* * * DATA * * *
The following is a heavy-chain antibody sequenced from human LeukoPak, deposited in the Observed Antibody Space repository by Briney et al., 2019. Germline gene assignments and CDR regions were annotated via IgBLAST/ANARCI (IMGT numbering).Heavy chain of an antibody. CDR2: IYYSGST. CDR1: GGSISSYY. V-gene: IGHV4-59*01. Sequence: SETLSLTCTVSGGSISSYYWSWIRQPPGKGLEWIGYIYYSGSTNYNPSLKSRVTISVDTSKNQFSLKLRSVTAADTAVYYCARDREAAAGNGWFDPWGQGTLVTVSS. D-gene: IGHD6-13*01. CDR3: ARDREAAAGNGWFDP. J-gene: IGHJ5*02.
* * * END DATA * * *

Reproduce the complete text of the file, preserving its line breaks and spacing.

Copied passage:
The following is a heavy-chain antibody sequenced from human LeukoPak, deposited in the Observed Antibody Space repository by Briney et al., 2019. Germline gene assignments and CDR regions were annotated via IgBLAST/ANARCI (IMGT numbering).Heavy chain of an antibody. CDR2: IYYSGST. CDR1: GGSISSYY. V-gene: IGHV4-59*01. Sequence: SETLSLTCTVSGGSISSYYWSWIRQPPGKGLEWIGYIYYSGSTNYNPSLKSRVTISVDTSKNQFSLKLRSVTAADTAVYYCARDREAAAGNGWFDPWGQGTLVTVSS. D-gene: IGHD6-13*01. CDR3: ARDREAAAGNGWFDP. J-gene: IGHJ5*02.